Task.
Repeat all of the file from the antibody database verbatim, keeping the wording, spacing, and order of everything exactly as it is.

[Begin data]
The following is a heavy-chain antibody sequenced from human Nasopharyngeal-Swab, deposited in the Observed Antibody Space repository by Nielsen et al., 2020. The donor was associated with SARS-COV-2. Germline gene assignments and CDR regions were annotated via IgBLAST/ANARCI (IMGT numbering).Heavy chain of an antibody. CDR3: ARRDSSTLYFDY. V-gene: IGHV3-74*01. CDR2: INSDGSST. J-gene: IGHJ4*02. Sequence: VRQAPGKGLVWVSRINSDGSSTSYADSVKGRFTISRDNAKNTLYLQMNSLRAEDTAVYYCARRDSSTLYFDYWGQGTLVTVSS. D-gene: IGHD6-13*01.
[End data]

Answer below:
The following is a heavy-chain antibody sequenced from human Nasopharyngeal-Swab, deposited in the Observed Antibody Space repository by Nielsen et al., 2020. The donor was associated with SARS-COV-2. Germline gene assignments and CDR regions were annotated via IgBLAST/ANARCI (IMGT numbering).Heavy chain of an antibody. CDR3: ARRDSSTLYFDY. V-gene: IGHV3-74*01. CDR2: INSDGSST. J-gene: IGHJ4*02. Sequence: VRQAPGKGLVWVSRINSDGSSTSYADSVKGRFTISRDNAKNTLYLQMNSLRAEDTAVYYCARRDSSTLYFDYWGQGTLVTVSS. D-gene: IGHD6-13*01.